Great educators have always known certain things.
Students learn at different paces, in different ways. Students do better when they’re interested in what they’re learning.
Charter, private and even some traditional public schools are actively bringing these philosophies into classrooms.
It’s a movement commonly called “personalized learning” and is part of an evolution away from the traditional classroom model.
“It’s the opposite of everything about the way we’ve organized schools,” said Tom Vander Ark, CEO of Getting Smart , an organization that advocates for innovations in learning. “The record-keeping, the scheduling, the structure, the way we fund and staff schools – all of that is predicated on grouping kids by age and keeping them in school for a certain number of days a year. You progress at the end of the year when you get a year older, and not when you progress.”
In San Diego County, schools like Thrive Public Schools, High Tech High and those within Cajon Valley Union School District have been taking part in this shift for years.
Now, a $10 million award from a national nonprofit, XQ Super Schools Project, is bringing the change to a large, traditional, mostly-Latino and working class high school: Vista High .
It’s the product of years of work. Four years ago, Vista Unified’s acting superintendent interviewed more than 2,000 middle- and high-school students about their school experiences. He dumped the responses into a software program that pinpoints the most frequently mentioned words. One word stood out: “irrelevant.”
So the district began to update its classrooms. It brought in more technology, creativity and personalization to schools. The effort culminated in a pilot Personalized Learning Academy at Vista High two years ago. About 160 juniors volunteered for the program.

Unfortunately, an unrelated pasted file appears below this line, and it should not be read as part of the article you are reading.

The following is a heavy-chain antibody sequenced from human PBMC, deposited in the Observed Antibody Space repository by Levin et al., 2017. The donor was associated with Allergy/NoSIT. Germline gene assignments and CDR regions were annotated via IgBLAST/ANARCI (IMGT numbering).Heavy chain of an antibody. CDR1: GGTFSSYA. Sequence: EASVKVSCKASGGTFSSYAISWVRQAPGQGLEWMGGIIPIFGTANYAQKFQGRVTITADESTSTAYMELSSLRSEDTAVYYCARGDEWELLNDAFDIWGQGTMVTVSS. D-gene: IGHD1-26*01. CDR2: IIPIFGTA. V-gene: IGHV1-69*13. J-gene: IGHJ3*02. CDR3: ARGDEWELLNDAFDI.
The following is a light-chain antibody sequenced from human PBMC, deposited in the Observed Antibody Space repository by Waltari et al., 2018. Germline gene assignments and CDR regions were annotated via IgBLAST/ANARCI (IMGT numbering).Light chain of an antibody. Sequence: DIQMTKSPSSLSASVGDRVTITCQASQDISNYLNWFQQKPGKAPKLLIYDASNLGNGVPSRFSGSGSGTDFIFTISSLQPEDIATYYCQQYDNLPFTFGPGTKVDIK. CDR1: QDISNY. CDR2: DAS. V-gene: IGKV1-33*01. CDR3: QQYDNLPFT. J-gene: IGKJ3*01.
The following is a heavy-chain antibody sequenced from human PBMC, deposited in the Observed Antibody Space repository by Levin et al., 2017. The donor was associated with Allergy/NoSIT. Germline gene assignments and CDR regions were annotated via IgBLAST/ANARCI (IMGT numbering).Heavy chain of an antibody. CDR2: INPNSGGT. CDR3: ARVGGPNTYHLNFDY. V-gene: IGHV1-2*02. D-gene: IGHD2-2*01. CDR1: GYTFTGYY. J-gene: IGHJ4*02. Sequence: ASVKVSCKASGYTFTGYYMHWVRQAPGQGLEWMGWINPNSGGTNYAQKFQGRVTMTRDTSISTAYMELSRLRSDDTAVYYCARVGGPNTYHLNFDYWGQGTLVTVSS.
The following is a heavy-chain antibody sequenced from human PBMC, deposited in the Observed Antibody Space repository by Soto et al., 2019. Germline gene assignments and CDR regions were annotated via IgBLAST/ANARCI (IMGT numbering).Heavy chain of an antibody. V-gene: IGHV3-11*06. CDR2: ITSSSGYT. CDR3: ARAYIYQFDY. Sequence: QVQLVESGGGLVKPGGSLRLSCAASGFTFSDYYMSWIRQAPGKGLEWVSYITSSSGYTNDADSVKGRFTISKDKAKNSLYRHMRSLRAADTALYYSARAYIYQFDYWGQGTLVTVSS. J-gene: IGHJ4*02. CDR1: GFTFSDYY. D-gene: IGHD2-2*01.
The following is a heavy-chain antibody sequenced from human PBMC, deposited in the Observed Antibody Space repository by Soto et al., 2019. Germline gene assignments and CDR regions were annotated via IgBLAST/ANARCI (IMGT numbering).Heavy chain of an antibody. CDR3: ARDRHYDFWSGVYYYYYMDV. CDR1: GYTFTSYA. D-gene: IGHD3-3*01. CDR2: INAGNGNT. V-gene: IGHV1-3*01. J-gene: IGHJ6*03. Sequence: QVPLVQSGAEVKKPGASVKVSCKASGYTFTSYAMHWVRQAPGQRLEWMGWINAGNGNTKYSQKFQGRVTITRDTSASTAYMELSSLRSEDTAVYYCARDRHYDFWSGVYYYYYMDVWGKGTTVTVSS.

The XQ award meant that Vista could expand the program schoolwide over the next four years, starting with 660 freshmen this year.
“What we mean by personalized learning is that it’s a way to bring the students to the table so that they work in collaboration with the teacher to help design what their learning experience can be like,” said Craig Gastauer, a former science teacher at Vista who now leads the training and professional development for the school’s teachers.
Vista wants to shift the balance in classrooms, from one where a teacher decides what happens to one where students have more say.
The school’s leaders and teachers split the freshman class into six houses, where students will work with the same group of teachers for English, math, a new “challenge” course and a fourth elective course, like Spanish, science or physical education.
The houses are supposed to help create a small-school atmosphere in a large school, where students feel more connected and safe.
The grouping also helps teachers, who now get four hours each week of planning and professional development time together.
Even though they teach different subjects, teachers will plan together so students can see how a skill they learned in one subject, like math, is useful in other subjects.
“What I’m excited about is really changing the culture of a math classroom to something that is more relevant to students, as opposed to just cranking out numbers and not understanding the benefits of that or why we’re doing it,” said math teacher Sandy Bailey.
After Bailey taught her students about scale drawings, the challenge teacher in the same house group used those same skills to help students draw blueprints for a project in her class.
Having a group of teachers who work with the same students allows educators to discuss students who may be struggling and proactively intervene.
The shift also includes two new courses: the challenge course and a wellness course.
The challenge course will help develop students’ critical-thinking and problem-solving skills. The course is designed around the U.N. Sustainable Development Goals, which aim to end poverty, promote peace and protect the planet.